Navigating misrepresentation in contracts: Understanding your rights

01 Mar 2024

Misrepresentation in contracts is a common issue that can lead to legal disputes and financial consequences. Understanding what constitutes misrepresentation and how it affects contractual obligations is crucial for both parties involved.

What is misrepresentation in simple terms?

In the realm of contract law, misrepresentation occurs when one party makes a false statement of fact to the other party, inducing them to enter into a contract. This false statement can be made knowingly, recklessly, or innocently. Regardless of intent, if the false statement influences the other party’s decision to enter into the contract, it constitutes misrepresentation.

Although similar, representations and misrepresentations must be distinguished from warranties and breach of warranty. While a representation and a warranty are both seen as statements of fact that are often made during contract negotiations and found in contracts, a representation is a statement of fact made during the contractual negotiation that induced the other party to enter into the contract. The consequences of and remedies for misrepresentation and breach of warranty are different.

What are the remedies for misrepresentation?

When misrepresentation is established, the innocent party has several remedies available, including:


The innocent party may seek to have the contract rescinded or set aside, essentially undoing the agreement and returning both parties to the position they would have been in had the contract not been concluded. Rescission is often pursued when the misrepresented fact was material or of significant importance in influencing the contract’s formation, and the innocent party would not have entered into the contract had they known the truth. This remedy would not be available for a breach of warranty.


If the innocent party suffered financial losses due to the misrepresentation, they may seek monetary compensation from the party responsible for the misrepresentation. Electing this remedy means that the innocent party acknowledges the contract, and generally claims the difference between the agreed contract price, and the actual value of the deliverables received. The damages awarded aim to put the innocent party in the position they would have been in had the misrepresentation not occurred. This remedy would also be available for a breach of warranty.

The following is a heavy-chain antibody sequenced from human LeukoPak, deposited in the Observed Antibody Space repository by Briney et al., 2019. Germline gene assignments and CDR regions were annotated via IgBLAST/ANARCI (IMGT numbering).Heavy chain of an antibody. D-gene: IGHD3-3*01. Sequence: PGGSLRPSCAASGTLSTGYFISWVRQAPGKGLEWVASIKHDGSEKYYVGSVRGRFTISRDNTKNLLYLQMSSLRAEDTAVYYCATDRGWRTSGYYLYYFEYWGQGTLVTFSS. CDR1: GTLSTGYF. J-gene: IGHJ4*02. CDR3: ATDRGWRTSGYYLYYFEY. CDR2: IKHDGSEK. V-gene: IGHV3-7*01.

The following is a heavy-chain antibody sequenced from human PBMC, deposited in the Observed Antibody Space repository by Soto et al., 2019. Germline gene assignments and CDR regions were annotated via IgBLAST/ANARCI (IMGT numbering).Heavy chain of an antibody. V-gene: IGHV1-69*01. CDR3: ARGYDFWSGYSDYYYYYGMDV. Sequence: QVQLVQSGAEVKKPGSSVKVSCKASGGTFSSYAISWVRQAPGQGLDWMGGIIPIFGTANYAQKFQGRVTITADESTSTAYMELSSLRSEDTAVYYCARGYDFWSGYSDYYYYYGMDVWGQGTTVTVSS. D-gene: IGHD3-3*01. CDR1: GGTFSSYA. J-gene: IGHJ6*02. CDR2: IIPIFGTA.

Specific performance

In cases where damages are inadequate, the court may order specific performance, compelling the party responsible for the misrepresentation to fulfil their contractual obligations as originally agreed upon. This remedy would also be available for a breach of warranty.

In the event of a proven misrepresentation, the innocent party is entitled to elect the remedy that it prefers; bearing in mind that electing one remedy may result in the innocent party losing the right to claim under one of the other remedies – namely, if the innocent party elects to claim damages or specific performance, they cannot also claim rescission.

Representation clauses in contracts

Most contracts include clauses that address representations made during negotiations. Whilst these clauses may limit liability for innocent or negligent misrepresentation, stipulate the timeframe for bringing claims, or require representations to be in writing and/or expressly set out in the contract to be enforceable, such clauses do not absolve a party of liability for fraudulent misrepresentation. However, to succeed with an allegation of fraudulent misrepresentation, the innocent party would need to prove that the other party made reckless or intentional misrepresentation(s) of fact or opinion, with the intention to coerce a party into action or inaction based on the misrepresentation.

Illustrative example of a fraudulent misrepresentation

Consider a scenario where you’re purchasing a car, and you make it clear that you would not be willing to purchase a car that has been in an accident. The seller assures you that the car has never been in an accident. Relying on this statement, you agree to purchase the car, at the listed price. Later, you discover the car was involved in a major accident, and the seller knew but did not disclose it. This constitutes fraudulent misrepresentation allowing you to take legal action to cancel the contract and recover any amounts paid by you for the car.


Misrepresentation can have serious implications for contractual relationships, leading to disputes and legal action. By understanding the concept of misrepresentation and its consequences, parties can take steps to mitigate risks and protect their interests when entering into contracts. Seeking legal advice before concluding any agreement can help ensure that your rights are safeguarded, and that you are aware of any potential misrepresentation issues.

Article sourced from Eversheds Sutherland.

See also:

(This article is provided for informational purposes only and not for the purpose of providing legal advice. For more information on the topic, please contact the author/s or the relevant provider.)
Grant Williams

Grant Williams is a partner in our commercial group. He specialises in commercial law with an emphasis on media, telecommunications and IT. Grant’s recent experience includes assisting with the establishment... Read more about Grant Williams

Helen Westman

Helen Westman is a Partner, with Right of Appearance in the High Court of South Africa, at Eversheds Sutherland's Melrose Arch office. Helen has served as the Registrar to the... Read more about Helen Westman


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